June 19 2014 at 7:07 PM Report abuse +1 rate up rate down Reply
The Paterfamilia

Actually, the Term "Mortgage" in legalies translates into "Death Pledge" or upon ones Death... So, regarding "any person who can sign their name" actually implies they are indeed "alive" and therefore meet and exceed the original qualifications of all Mortgages...

Greed, has reduced the value of human life in our current financial system so much that I for one cannot say, " we are able to trust that they really know what they are doing" or that " otherwise I would think its only time before the housing market hits a double bottom.."... I have to say, because of THEM (the Banks) and their GREED that the housing market will hit a "double bottom"... TRUTH-

June 19 2014 at 6:49 PM Report abuse +1 rate up rate down Reply
rustysurfboardz

It's amazing that big banks are being allowed to manipulate a market that they nearly destroyed just a short time ago. There is a huge amount of inventory that has already been foreclosed on, yet sits there without being put on the market in order to create a real shortage of available homes. These are the same banks that took huge tax write-offs on the properties and are now manipulating the market to make a huge gain when they resale the properties. I for one am just really glad that we are able to trust that they really know what they are doing, (just like when they thought it was a good idea to give a loan to any person that could sign their name..), otherwise I would think its only time before the housing market hits a double bottom..

June 19 2014 at 6:00 PM Report abuse +2 rate up rate down Reply
The Paterfamilia

If they want Houses to start selling again the Rates will have to reflect the same Stimulus that the Federal Reserve is giving to the Banks!!! Those Bail Outs they got are not being reflected to "WE THE PEOPLE", not even a "TRICKLE DOWN" that can be appreciated is going to the Home Owner!!!

To those whom have been "FORGIVEN A LOT" must also show the "THE MOST FORGIVENESS".... They have been printing cash and GIVING it to the Bankers (BILLIONS) and on top of that the PRIME RATE is next to zero, but only for the BANKERS!!! Yet the Banks have only passed on Mortgage Rate INCREASES while INCREASING qualification requirements to potential Loan Applicants to buy the Homes?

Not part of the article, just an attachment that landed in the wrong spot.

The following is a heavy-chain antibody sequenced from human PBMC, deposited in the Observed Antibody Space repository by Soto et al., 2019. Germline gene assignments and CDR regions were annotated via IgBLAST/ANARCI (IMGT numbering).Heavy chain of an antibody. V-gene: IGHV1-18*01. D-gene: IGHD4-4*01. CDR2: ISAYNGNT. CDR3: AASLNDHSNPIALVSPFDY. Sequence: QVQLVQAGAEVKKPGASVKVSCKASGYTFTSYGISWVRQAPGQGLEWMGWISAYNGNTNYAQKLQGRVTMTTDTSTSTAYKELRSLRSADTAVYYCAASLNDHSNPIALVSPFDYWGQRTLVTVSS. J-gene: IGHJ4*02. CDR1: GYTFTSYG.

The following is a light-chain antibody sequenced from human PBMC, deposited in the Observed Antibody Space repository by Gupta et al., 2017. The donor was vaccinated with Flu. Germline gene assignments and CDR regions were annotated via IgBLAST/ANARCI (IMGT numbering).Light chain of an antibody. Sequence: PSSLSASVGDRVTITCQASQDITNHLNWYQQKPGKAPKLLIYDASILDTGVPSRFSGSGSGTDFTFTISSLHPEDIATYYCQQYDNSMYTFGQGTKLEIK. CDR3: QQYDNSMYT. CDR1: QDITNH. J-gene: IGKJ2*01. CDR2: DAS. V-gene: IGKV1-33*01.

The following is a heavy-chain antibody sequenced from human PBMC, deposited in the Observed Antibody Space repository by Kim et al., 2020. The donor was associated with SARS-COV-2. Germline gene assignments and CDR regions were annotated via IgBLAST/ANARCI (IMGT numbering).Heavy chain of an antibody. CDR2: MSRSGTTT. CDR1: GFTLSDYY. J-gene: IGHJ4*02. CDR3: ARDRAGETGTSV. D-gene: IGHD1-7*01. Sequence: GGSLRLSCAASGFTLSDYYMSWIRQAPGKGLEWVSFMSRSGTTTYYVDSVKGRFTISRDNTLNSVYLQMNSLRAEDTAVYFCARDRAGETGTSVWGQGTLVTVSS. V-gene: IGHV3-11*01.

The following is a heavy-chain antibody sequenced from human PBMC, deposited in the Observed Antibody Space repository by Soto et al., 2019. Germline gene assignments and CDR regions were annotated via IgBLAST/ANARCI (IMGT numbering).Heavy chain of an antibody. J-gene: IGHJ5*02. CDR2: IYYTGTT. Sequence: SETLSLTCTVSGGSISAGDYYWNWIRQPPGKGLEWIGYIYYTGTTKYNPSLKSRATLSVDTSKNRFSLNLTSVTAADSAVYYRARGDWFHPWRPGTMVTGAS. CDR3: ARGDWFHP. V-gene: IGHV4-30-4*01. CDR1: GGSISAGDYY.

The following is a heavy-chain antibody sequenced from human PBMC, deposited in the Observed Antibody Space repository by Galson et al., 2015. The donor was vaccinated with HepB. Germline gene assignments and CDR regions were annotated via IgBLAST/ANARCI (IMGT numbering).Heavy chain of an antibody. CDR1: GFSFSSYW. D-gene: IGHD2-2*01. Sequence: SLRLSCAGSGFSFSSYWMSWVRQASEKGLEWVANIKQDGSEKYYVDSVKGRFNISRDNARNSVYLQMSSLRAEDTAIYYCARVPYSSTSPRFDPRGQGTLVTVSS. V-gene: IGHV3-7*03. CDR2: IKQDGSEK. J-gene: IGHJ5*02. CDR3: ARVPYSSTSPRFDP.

All at the same time, they try to pass on the BLAME of a slumping Home Market on current Mortgage Holders for less than meager Value Increases in the very Product they expect folks should want to own? The bottle neck is in the Institutional GREED of the Banks and if they don't act real soon another Season of Home Sales will be lost that will QUICKLY Reignite the Economic Slump.... WAKE UP PEOPLE!!! ;-)

June 19 2014 at 5:11 PM Report abuse +2 rate up rate down Reply
jdykbpl45

Obama: you have to have a real job to buy a house.

June 19 2014 at 5:04 PM Report abuse +2 rate up rate down Reply
moretrorun

Not to fret. The stage is set.
Interest rates are headed to much higher, healthier rates albeit slowly due to Wall Street manipulation, the investment market's equivalent of price controls, the very item capitalists preach against.
In the meantime, prices are still too high to be affordable despite the low rates. Price controls again by the banks and real estate industry.

June 19 2014 at 3:44 PM Report abuse +1 rate up rate down Reply
mac2jr

American businessmen sent our jobs to China, and now we are seeing the result. When there are NO Americans making flooring, carpet, wood, tile, paint, appliances, wire, plumbing items, insulation, electrical components, heating and cooling systems, fans, vents, insulation, curtains, windows, doors, fireplaces, cabinets, closet components, lighing components, alarm systems, carpenter tools, plumbing tools, electrical tools, painting tools, tile laying tools, texture coating tools, trucks, wagons, wheelborrows, landscaping tools, heavy equipment, televisions, home office items, etc., there are NO PEOPLE EARNING MONEY in AMERICA that can afford to BUY A HOUSE....

Wake UP America, WAKE UP....

June 19 2014 at 2:32 PM Report abuse +4 rate up rate down Reply
1 reply to mac2jr's comment
rustysurfboardz

While I agree with some of your post, you can't blame the businesses for everything. We as Americans want to be able to purchase any and everythiing as cheap as possible. It can be built in foreign countries and shipped here for a small fraction of what it would cost to be made here. We can't have it both ways. You can't expect to pay someone $25 an hour in a production environment and then sell it for $5 bucks at Wal-Mart. I completely get where you are coming from, but I don't think there is anything that can be done at this point in time.

June 19 2014 at 6:00 PM Report abuse -1 rate up rate down Reply